Beautifully summarized by the following “test” from Warren Buffet.
a test: Examine the record of, say, the 200 highest earning companies
from 1970 or 1980 and tabulate how many have increased per-share
earnings by 15% annually since those dates. You will find that only a
handful have. I would wager you a very significant sum that fewer than 10 of the 200 most profitable companies in 2000 will attain 15% annual
growth in earnings-per-share over the next 20 years.
I used the year 1990 Fortune 500 and the year 2013 Fortune 500 for my
criteria. (Yes, I used 23 years instead of 20 but don't think much
difference is made)
I manually sorted through the list for companies that were both in the
top 200 in 1990 as well as the top 86 in 2013. I found 28 that had over
13% revenue growth for the last twenty-three years or 14% of the 1990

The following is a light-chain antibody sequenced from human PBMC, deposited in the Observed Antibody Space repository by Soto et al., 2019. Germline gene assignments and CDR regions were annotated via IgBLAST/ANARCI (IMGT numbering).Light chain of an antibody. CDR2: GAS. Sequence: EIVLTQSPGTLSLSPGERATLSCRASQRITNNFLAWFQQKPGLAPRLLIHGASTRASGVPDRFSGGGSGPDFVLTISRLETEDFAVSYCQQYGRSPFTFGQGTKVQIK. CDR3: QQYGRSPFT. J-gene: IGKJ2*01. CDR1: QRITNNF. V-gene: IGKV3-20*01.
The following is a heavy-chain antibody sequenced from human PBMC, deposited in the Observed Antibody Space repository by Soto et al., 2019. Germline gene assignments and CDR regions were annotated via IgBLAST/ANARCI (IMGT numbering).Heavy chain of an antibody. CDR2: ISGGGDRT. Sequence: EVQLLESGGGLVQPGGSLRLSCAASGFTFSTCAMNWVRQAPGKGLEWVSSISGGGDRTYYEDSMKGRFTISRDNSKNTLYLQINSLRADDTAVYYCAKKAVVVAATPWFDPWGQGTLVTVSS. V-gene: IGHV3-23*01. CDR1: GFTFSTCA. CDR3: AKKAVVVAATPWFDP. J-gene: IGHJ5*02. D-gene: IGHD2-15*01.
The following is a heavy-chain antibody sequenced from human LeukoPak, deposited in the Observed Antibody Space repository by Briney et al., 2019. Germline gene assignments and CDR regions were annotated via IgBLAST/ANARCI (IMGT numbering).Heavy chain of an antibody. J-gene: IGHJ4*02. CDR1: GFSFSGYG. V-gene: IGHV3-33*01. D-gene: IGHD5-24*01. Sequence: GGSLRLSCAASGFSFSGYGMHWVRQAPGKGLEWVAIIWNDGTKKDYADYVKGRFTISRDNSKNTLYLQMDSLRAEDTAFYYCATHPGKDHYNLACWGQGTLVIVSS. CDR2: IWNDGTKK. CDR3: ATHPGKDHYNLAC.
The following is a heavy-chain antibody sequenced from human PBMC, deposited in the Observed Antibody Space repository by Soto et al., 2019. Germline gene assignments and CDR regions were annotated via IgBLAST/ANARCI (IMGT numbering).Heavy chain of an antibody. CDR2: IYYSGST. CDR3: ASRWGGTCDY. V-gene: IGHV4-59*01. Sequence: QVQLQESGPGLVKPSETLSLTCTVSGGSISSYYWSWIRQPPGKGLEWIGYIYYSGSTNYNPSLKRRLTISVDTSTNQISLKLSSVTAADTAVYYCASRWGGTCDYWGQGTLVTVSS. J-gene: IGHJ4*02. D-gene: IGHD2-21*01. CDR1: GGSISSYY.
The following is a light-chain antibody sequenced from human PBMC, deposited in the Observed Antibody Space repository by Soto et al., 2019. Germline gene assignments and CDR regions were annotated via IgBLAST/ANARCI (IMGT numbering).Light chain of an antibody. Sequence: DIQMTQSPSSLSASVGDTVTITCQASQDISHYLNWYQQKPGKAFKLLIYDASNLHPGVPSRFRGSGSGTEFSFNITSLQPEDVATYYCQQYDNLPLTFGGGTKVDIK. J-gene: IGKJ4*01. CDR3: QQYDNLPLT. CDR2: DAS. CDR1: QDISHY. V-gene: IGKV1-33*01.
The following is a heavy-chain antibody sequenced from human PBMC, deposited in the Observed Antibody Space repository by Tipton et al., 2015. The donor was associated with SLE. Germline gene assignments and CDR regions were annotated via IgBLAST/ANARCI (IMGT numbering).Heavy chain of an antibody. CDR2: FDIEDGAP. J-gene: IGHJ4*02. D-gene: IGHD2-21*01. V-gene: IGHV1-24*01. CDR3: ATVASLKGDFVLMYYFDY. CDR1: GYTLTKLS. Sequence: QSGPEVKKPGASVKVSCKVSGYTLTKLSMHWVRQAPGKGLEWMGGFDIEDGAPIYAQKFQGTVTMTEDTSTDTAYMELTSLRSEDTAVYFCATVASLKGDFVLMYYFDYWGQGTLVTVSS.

How many of the 28 companies had over 15% annual E.P.S growth for the
last twenty years? Buffett’s wager was that fewer than 10 had done so. I
used net income as a proxy for E.P.S.
[Among the companies were]
Intel (INTC) was
another company with over 15% growth for the last 23 years, growing
from 391 Million net income in 1990 to 11 Billion in 2013. Intel managed
a 15.614% CAGR for the last 23 years.
Apple (AAPL) was one of four in the 20%+ club, growing from 454 Million 1990 net income to a phenomenal 41.733 Billion in 2013 or a 21.72% CAGR.
Berkshire Hathaway (BRK.A) (BRK.B)
is really no surprise here considering the CEO and team who are running
the place. Berkshire had 1990 net income of 447.5 Million and 2013 net
income of 14.824 Billion or a 23-year CAGR of 16.44%.
Looks like Buffett’s bet would have paid off with only 7 companies from
the 1990 Fortune 500 growing both revenue at 13%+ and net income at
So to get 15% or higher growth, the implicatons is that one must either invest in smaller companies, invest for a shorter term (than 20 years), or invest in undervalued stocks.